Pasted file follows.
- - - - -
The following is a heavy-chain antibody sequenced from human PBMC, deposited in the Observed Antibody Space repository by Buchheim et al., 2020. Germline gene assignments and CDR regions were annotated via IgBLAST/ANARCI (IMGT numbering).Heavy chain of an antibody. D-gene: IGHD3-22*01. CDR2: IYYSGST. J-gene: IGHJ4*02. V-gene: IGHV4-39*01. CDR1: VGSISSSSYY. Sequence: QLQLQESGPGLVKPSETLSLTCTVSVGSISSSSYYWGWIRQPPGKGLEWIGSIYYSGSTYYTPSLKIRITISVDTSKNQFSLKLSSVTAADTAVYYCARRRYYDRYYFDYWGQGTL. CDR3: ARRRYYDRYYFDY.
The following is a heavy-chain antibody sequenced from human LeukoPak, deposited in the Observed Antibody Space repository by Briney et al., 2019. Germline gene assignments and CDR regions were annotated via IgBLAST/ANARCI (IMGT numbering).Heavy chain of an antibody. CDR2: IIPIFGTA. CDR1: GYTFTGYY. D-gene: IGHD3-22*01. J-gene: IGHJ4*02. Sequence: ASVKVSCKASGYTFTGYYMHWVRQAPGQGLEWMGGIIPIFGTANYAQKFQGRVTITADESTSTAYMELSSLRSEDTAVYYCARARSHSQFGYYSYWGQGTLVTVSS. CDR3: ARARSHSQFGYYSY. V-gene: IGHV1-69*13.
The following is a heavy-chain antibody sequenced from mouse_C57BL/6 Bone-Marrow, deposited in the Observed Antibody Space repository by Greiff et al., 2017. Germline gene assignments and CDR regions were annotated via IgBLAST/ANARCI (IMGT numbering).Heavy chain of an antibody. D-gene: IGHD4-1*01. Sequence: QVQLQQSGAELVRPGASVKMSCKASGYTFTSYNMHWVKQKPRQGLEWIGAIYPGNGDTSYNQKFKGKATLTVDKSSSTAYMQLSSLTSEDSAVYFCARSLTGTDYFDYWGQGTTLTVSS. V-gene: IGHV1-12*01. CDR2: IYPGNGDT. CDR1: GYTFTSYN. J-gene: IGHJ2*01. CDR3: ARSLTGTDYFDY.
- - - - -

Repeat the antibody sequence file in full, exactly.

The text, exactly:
The following is a heavy-chain antibody sequenced from human PBMC, deposited in the Observed Antibody Space repository by Buchheim et al., 2020. Germline gene assignments and CDR regions were annotated via IgBLAST/ANARCI (IMGT numbering).Heavy chain of an antibody. D-gene: IGHD3-22*01. CDR2: IYYSGST. J-gene: IGHJ4*02. V-gene: IGHV4-39*01. CDR1: VGSISSSSYY. Sequence: QLQLQESGPGLVKPSETLSLTCTVSVGSISSSSYYWGWIRQPPGKGLEWIGSIYYSGSTYYTPSLKIRITISVDTSKNQFSLKLSSVTAADTAVYYCARRRYYDRYYFDYWGQGTL. CDR3: ARRRYYDRYYFDY.
The following is a heavy-chain antibody sequenced from human LeukoPak, deposited in the Observed Antibody Space repository by Briney et al., 2019. Germline gene assignments and CDR regions were annotated via IgBLAST/ANARCI (IMGT numbering).Heavy chain of an antibody. CDR2: IIPIFGTA. CDR1: GYTFTGYY. D-gene: IGHD3-22*01. J-gene: IGHJ4*02. Sequence: ASVKVSCKASGYTFTGYYMHWVRQAPGQGLEWMGGIIPIFGTANYAQKFQGRVTITADESTSTAYMELSSLRSEDTAVYYCARARSHSQFGYYSYWGQGTLVTVSS. CDR3: ARARSHSQFGYYSY. V-gene: IGHV1-69*13.
The following is a heavy-chain antibody sequenced from mouse_C57BL/6 Bone-Marrow, deposited in the Observed Antibody Space repository by Greiff et al., 2017. Germline gene assignments and CDR regions were annotated via IgBLAST/ANARCI (IMGT numbering).Heavy chain of an antibody. D-gene: IGHD4-1*01. Sequence: QVQLQQSGAELVRPGASVKMSCKASGYTFTSYNMHWVKQKPRQGLEWIGAIYPGNGDTSYNQKFKGKATLTVDKSSSTAYMQLSSLTSEDSAVYFCARSLTGTDYFDYWGQGTTLTVSS. V-gene: IGHV1-12*01. CDR2: IYPGNGDT. CDR1: GYTFTSYN. J-gene: IGHJ2*01. CDR3: ARSLTGTDYFDY.